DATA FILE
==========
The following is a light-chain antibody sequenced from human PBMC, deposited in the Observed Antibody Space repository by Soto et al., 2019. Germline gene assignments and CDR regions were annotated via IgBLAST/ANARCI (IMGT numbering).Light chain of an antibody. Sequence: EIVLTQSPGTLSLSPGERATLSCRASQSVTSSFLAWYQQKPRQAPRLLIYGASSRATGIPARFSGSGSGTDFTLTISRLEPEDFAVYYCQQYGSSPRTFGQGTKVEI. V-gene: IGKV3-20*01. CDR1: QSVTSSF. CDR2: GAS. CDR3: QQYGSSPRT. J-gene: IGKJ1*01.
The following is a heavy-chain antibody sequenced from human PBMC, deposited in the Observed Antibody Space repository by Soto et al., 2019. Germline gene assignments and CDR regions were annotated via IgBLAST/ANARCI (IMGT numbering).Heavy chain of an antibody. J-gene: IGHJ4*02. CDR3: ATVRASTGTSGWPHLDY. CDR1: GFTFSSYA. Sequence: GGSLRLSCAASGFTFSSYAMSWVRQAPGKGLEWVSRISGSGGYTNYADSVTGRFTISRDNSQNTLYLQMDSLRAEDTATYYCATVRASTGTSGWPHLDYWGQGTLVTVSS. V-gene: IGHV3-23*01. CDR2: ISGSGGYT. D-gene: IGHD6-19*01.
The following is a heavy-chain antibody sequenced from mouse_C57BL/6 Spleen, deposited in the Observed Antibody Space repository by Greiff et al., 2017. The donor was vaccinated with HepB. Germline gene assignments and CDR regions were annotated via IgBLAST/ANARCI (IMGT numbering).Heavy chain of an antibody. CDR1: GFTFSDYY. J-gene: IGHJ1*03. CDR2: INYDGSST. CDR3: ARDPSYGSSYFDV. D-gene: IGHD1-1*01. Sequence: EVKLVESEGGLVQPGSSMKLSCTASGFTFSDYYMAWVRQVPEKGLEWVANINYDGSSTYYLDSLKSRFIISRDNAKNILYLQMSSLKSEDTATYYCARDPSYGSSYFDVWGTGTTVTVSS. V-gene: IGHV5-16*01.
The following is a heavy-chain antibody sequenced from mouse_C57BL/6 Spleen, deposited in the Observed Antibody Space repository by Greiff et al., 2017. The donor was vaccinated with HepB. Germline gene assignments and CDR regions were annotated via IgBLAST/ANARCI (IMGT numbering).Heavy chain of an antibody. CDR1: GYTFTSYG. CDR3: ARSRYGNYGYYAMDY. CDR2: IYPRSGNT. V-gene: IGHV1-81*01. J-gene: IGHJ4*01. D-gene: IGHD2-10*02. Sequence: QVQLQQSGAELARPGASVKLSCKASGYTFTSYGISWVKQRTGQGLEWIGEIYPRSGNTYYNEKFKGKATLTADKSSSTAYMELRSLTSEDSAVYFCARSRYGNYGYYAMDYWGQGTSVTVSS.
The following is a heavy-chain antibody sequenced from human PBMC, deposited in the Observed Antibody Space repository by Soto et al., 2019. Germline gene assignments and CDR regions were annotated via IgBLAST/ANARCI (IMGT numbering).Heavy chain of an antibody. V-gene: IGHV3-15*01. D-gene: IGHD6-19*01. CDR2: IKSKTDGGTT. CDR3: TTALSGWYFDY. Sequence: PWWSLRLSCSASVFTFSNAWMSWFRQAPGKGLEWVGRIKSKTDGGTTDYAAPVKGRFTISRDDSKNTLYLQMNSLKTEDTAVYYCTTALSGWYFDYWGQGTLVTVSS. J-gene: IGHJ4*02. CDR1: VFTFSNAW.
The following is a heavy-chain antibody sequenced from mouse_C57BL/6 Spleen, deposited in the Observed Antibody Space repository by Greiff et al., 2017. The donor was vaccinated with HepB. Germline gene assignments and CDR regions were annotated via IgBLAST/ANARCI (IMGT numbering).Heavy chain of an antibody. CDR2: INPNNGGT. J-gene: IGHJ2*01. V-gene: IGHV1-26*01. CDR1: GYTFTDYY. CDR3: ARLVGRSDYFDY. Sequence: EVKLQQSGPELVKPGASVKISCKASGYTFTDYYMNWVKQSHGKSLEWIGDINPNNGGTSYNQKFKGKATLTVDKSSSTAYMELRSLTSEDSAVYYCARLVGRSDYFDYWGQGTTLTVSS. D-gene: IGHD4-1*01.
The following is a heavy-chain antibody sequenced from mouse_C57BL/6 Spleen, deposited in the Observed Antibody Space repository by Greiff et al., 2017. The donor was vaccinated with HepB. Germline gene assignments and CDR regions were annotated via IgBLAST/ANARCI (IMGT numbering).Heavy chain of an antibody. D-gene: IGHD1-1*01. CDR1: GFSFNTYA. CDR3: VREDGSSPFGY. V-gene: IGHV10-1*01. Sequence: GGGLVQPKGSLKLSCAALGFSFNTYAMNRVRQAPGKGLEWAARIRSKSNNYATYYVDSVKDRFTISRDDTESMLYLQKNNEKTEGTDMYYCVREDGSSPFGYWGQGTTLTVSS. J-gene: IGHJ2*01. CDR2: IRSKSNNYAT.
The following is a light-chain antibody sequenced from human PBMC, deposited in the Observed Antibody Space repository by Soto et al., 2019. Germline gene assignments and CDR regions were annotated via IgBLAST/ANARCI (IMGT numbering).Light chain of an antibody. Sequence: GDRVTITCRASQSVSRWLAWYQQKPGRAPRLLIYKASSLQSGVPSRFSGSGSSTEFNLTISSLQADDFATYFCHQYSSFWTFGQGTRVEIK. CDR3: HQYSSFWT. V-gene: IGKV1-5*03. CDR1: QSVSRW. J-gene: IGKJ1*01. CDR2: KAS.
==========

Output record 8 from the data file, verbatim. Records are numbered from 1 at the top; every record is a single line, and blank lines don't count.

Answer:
The following is a light-chain antibody sequenced from human PBMC, deposited in the Observed Antibody Space repository by Soto et al., 2019. Germline gene assignments and CDR regions were annotated via IgBLAST/ANARCI (IMGT numbering).Light chain of an antibody. Sequence: GDRVTITCRASQSVSRWLAWYQQKPGRAPRLLIYKASSLQSGVPSRFSGSGSSTEFNLTISSLQADDFATYFCHQYSSFWTFGQGTRVEIK. CDR3: HQYSSFWT. V-gene: IGKV1-5*03. CDR1: QSVSRW. J-gene: IGKJ1*01. CDR2: KAS.